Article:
Mary: A Fiction/Chapter XXII

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Mary: A Fiction by Mary Wollstonecraft
Chapter XXII

In England then landed the forlorn wanderer. She looked round for some few moments--her affections were not attracted to any particular part of the Island. She knew none of the inhabitants of the vast city to which she was going: the mass of buildings appeared to her a huge body without an informing soul. As she passed through the streets in an hackney-coach, disgust and horror alternately filled her mind. She met some women drunk; and the manners of those who attacked the sailors, made her shrink into herself, and exclaim, are these my fellow creatures!

Detained by a number of carts near the water-side, for she came up the river in the vessel, not having reason to hasten on shore, she saw vulgarity, dirt, and vice--her soul sickened; this was the first time such complicated misery obtruded itself on her sight.--Forgetting her own griefs, she gave the world a much indebted tear; mourned for a world in ruins. She then perceived, that great part of her comfort must arise from viewing the smiling face of nature, and be reflected from the view of innocent enjoyments: she was fond of seeing animals play, and could not bear to see her own species sink below them.

In a little dwelling in one of the villages near London, lived the mother of Ann; two of her children still remained with her; but they did not resemble Ann. To her house Mary directed the coach, and told the unfortunate mother of her loss. The poor woman, oppressed by it, and her many other cares, after an inundation of tears, began to enumerate all her past misfortunes, and present cares. The heavy tale lasted until midnight, and the impression it made on Mary's mind was so strong, that it banished sleep till towards morning; when tired nature sought forgetfulness, and the soul ceased to ruminate about many things.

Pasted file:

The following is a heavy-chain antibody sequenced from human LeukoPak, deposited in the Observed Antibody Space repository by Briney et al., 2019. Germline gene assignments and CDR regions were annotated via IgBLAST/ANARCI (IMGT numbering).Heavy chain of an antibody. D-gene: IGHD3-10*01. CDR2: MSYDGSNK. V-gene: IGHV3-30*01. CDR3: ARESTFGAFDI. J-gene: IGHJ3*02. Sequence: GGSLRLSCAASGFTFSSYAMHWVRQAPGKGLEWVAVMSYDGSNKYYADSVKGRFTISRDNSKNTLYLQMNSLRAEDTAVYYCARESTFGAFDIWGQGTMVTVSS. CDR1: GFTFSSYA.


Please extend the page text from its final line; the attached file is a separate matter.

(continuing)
She sent for the poor woman they took up at sea, provided her a lodging, and relieved her present necessities. A few days were spent in a kind of listless way; then the mother of Ann began to enquire when she thought of returning home. She had hitherto treated her with the greatest respect, and concealed her wonder at Mary's choosing a remote room in the house near the garden, and ordering some alterations to be made, as if she intended living in it.

Mary did not choose to explain herself; had Ann lived, it is probable she would never have loved Henry so fondly; but if she had, she could not have talked of her passion to any human creature. She deliberated, and at last informed the family, that she had a reason for not living with her husband, which must some time remain a secret--they stared--Not live with him! how will you live then? This was a question she could not answer; she had only about eighty pounds remaining, of the money she took with her to Lisbon; when it was exhausted where could she get more? I will work, she cried, do any thing rather than be a slave.